The Truth, the Half-Truth and Nothing Like the Truth promises an hour of solid stand-up. In that respect, Danny McLoughlin is every bit as good as his word. For 60 minutes, the Chester comedian treats us to anecdotes about fly-kicking his nan and scoffing all the sausage rolls at a working class wedding. In case the jokes alone aren’t enough, we’re also given another incentive for sticking about till the bitter end: on stage beside McLoughlin, there stands a flipchart that reads ‘THE BIG ENDING’. When we get to the big E, the page will be duly flipped and Danny McLoughlin will reveal which of his anecdotes were real and which were fake. It’s a good concept for a stand-up show, one that toys with the premise that it’s often hard to tell whether our favourite comedians are telling us true stories or true lies.
McLoughlin comes across as the archetypal funny guy who lives down your local; an amiable Northern bloke who wants to regale you with banter over a pint and a packet of salt & vinegar. This would be all well and good, were we sitting down the pub with said victuals in our hands. In a dry subterranean club however, all we have is comedy. It’s probably just as well there aren’t many of us in attendance, because there aren’t a lot of laughs to share around. Danny McLoughlin is no punchline king, that’s for sure; he has his moments, but the show is never in danger of turning into a laugh riot.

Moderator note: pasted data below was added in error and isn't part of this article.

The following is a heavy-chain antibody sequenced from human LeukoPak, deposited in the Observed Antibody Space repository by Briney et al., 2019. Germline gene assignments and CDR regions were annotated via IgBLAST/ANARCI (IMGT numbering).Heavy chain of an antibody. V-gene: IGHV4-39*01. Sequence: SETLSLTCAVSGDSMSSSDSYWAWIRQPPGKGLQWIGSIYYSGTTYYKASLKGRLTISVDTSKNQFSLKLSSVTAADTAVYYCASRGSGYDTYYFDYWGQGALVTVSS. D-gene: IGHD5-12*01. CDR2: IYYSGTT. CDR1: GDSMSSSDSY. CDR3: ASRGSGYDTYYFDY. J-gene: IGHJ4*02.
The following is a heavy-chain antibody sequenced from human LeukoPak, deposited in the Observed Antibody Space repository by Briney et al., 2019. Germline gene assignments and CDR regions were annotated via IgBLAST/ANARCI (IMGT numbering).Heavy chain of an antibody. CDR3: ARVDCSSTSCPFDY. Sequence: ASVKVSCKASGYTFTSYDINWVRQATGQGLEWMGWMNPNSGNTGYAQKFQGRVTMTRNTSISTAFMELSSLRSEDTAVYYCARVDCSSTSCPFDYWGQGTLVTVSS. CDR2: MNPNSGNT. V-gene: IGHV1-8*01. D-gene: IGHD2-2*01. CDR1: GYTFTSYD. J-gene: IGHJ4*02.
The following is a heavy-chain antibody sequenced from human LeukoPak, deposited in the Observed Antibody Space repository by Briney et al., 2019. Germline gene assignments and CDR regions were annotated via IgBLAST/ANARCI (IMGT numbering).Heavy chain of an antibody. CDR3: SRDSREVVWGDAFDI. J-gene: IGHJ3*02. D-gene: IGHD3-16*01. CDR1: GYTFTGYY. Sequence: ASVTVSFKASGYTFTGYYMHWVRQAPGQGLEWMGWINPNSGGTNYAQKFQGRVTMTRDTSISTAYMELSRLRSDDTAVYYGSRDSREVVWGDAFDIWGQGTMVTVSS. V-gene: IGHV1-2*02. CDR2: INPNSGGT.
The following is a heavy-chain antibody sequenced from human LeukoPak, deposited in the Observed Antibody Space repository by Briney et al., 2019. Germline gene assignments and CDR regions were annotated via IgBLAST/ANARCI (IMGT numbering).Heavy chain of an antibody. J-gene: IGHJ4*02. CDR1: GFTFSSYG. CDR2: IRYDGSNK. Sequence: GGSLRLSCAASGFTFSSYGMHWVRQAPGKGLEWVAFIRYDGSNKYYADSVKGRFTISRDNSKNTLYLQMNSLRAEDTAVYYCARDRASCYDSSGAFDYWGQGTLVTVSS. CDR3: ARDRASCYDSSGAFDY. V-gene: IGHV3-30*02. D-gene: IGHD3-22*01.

The finale, when it arrives, is an anticlimactic disappointment. We’ve patiently stuck around for this long; we might as well wait a little longer to find out which of the comedian’s tales were legit. Instead, we’re treated to something of a damp squib, leaving the audience to file out with the discomfiting impression that they may have been trolled. There’s nothing fatally wrong with Danny McLoughlin’s comedy, but let’s face it: there are 2,500 shows clamouring for your affections at this year’s Fringe. According to the napkin I just scribbled on, it would take you six months to watch all of them – assuming you could cram in 12 hours of culture a day. If you were to watch these shows in order of merit, you’d get round to seeing Danny McLoughlin approximately three month into the gruelling odyssey. You do the maths.
This probably isn’t the most engrossing review you’ll ever read; neither is it likely to be the most boring. Like McLoughlin’s stand-up, it’s OK; nothing more, nothing less. Thankfully, in just 20 words’ time, it will all be over and then we need never speak of Danny McLoughlin again. I’m not lying.